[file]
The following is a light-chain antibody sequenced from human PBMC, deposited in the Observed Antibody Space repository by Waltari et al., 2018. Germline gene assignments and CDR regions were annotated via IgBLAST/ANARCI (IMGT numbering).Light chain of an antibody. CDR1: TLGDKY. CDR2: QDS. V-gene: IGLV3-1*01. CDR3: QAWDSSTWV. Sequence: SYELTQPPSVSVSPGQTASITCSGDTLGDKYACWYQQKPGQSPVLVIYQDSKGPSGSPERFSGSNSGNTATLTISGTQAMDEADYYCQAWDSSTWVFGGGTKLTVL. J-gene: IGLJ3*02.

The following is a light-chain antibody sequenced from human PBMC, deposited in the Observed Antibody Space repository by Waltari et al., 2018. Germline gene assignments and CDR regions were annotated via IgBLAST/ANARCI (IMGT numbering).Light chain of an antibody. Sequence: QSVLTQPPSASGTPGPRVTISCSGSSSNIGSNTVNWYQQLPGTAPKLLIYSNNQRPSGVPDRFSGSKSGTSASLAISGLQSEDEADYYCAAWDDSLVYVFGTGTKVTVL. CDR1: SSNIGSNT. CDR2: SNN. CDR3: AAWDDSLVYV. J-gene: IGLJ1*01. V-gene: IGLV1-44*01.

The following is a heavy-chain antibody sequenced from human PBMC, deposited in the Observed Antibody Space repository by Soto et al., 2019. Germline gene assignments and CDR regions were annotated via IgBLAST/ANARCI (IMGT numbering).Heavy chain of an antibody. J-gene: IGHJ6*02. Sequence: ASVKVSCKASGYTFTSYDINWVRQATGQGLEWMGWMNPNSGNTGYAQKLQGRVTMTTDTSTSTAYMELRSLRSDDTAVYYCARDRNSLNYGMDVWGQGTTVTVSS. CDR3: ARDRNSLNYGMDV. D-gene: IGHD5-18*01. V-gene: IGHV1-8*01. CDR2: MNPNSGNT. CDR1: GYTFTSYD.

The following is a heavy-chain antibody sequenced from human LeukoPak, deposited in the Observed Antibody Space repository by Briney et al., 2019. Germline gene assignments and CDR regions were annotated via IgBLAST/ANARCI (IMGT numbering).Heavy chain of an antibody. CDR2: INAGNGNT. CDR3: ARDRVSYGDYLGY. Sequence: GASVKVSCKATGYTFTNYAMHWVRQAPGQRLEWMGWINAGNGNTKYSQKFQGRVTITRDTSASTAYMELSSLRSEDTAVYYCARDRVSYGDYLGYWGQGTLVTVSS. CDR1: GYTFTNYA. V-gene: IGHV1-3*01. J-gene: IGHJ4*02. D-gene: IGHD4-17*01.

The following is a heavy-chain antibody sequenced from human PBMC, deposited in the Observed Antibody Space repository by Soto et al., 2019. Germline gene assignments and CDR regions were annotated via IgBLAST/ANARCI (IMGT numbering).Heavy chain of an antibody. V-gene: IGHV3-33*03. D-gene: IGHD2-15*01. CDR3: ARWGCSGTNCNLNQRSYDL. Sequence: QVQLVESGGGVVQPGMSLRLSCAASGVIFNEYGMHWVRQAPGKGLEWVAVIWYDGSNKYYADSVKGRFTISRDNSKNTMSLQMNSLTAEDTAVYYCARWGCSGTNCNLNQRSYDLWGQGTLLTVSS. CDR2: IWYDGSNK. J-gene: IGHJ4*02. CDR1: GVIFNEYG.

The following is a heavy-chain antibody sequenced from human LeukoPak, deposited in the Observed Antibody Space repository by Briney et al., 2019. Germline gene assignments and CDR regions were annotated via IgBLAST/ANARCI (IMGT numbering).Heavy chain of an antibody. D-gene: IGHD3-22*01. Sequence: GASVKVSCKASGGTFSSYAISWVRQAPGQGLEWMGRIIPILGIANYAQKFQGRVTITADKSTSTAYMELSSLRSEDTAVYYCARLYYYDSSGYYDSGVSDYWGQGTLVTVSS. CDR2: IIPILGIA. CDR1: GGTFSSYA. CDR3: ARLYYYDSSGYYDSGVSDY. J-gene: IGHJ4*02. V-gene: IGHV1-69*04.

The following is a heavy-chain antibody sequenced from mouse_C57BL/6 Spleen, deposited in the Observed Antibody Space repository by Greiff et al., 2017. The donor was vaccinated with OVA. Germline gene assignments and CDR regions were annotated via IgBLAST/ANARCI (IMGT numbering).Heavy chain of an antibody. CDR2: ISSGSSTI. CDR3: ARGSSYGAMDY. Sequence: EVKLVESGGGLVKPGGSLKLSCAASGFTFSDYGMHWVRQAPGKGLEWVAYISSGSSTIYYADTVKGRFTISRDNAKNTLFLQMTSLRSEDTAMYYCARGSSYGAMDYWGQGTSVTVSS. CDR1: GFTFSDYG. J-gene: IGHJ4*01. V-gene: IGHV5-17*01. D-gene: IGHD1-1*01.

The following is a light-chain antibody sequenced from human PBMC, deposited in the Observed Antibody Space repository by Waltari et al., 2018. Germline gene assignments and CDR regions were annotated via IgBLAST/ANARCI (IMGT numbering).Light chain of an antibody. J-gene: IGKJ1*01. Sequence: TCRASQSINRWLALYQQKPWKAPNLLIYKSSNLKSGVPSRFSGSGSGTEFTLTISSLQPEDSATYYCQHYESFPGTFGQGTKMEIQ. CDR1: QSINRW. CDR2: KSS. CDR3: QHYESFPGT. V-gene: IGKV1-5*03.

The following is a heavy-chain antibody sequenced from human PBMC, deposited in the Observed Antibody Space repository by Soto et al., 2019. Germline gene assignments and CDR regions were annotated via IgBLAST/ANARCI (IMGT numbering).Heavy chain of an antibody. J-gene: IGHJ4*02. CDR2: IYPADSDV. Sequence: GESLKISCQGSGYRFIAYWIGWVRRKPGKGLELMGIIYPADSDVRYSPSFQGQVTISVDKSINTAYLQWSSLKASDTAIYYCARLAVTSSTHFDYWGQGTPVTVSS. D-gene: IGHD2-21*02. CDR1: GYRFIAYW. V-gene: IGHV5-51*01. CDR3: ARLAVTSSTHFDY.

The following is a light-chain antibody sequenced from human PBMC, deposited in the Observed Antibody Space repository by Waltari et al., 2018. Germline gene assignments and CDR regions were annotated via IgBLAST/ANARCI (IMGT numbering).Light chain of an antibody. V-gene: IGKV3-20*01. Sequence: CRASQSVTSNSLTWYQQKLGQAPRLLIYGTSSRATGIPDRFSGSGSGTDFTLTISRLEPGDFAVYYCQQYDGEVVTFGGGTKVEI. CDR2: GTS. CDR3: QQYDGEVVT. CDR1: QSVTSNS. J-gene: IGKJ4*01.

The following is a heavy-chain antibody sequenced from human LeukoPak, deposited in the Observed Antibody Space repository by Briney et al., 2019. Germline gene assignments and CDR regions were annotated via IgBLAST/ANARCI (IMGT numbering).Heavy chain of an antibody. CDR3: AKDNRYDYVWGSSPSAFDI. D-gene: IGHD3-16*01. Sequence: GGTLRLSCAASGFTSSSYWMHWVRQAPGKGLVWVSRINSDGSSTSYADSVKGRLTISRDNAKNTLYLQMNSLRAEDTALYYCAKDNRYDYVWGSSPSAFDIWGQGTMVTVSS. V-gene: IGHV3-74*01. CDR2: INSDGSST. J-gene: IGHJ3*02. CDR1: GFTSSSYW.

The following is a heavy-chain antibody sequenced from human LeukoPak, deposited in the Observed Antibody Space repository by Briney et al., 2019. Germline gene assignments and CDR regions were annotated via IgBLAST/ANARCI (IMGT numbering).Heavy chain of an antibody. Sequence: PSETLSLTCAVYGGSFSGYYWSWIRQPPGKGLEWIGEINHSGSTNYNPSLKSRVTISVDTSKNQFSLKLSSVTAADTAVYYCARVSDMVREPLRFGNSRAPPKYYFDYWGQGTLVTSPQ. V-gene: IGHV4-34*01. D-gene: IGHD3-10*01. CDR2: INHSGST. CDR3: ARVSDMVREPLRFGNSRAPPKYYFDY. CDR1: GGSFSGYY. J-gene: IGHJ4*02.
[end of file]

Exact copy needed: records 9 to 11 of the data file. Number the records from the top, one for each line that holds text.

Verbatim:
The following is a heavy-chain antibody sequenced from human PBMC, deposited in the Observed Antibody Space repository by Soto et al., 2019. Germline gene assignments and CDR regions were annotated via IgBLAST/ANARCI (IMGT numbering).Heavy chain of an antibody. J-gene: IGHJ4*02. CDR2: IYPADSDV. Sequence: GESLKISCQGSGYRFIAYWIGWVRRKPGKGLELMGIIYPADSDVRYSPSFQGQVTISVDKSINTAYLQWSSLKASDTAIYYCARLAVTSSTHFDYWGQGTPVTVSS. D-gene: IGHD2-21*02. CDR1: GYRFIAYW. V-gene: IGHV5-51*01. CDR3: ARLAVTSSTHFDY.

The following is a light-chain antibody sequenced from human PBMC, deposited in the Observed Antibody Space repository by Waltari et al., 2018. Germline gene assignments and CDR regions were annotated via IgBLAST/ANARCI (IMGT numbering).Light chain of an antibody. V-gene: IGKV3-20*01. Sequence: CRASQSVTSNSLTWYQQKLGQAPRLLIYGTSSRATGIPDRFSGSGSGTDFTLTISRLEPGDFAVYYCQQYDGEVVTFGGGTKVEI. CDR2: GTS. CDR3: QQYDGEVVT. CDR1: QSVTSNS. J-gene: IGKJ4*01.

The following is a heavy-chain antibody sequenced from human LeukoPak, deposited in the Observed Antibody Space repository by Briney et al., 2019. Germline gene assignments and CDR regions were annotated via IgBLAST/ANARCI (IMGT numbering).Heavy chain of an antibody. CDR3: AKDNRYDYVWGSSPSAFDI. D-gene: IGHD3-16*01. Sequence: GGTLRLSCAASGFTSSSYWMHWVRQAPGKGLVWVSRINSDGSSTSYADSVKGRLTISRDNAKNTLYLQMNSLRAEDTALYYCAKDNRYDYVWGSSPSAFDIWGQGTMVTVSS. V-gene: IGHV3-74*01. CDR2: INSDGSST. J-gene: IGHJ3*02. CDR1: GFTSSSYW.